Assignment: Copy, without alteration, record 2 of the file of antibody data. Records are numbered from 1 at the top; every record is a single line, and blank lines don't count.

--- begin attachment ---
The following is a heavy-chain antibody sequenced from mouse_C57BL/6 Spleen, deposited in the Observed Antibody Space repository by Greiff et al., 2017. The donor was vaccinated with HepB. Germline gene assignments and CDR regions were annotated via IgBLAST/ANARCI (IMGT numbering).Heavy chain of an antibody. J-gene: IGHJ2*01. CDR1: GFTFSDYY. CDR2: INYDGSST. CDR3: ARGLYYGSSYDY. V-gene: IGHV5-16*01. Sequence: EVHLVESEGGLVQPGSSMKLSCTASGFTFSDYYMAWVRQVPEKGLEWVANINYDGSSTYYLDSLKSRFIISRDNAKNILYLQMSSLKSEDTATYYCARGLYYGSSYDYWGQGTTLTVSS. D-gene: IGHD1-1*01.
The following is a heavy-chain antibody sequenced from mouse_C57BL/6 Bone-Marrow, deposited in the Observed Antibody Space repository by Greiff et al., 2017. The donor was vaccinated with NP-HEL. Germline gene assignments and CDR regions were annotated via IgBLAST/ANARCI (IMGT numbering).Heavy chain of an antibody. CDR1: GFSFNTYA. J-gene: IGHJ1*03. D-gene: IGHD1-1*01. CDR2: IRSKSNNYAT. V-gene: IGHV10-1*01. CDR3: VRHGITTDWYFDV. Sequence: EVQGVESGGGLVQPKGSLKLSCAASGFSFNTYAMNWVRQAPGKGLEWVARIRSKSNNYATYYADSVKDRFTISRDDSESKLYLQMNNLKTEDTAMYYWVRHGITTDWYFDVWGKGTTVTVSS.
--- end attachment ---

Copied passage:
The following is a heavy-chain antibody sequenced from mouse_C57BL/6 Bone-Marrow, deposited in the Observed Antibody Space repository by Greiff et al., 2017. The donor was vaccinated with NP-HEL. Germline gene assignments and CDR regions were annotated via IgBLAST/ANARCI (IMGT numbering).Heavy chain of an antibody. CDR1: GFSFNTYA. J-gene: IGHJ1*03. D-gene: IGHD1-1*01. CDR2: IRSKSNNYAT. V-gene: IGHV10-1*01. CDR3: VRHGITTDWYFDV. Sequence: EVQGVESGGGLVQPKGSLKLSCAASGFSFNTYAMNWVRQAPGKGLEWVARIRSKSNNYATYYADSVKDRFTISRDDSESKLYLQMNNLKTEDTAMYYWVRHGITTDWYFDVWGKGTTVTVSS.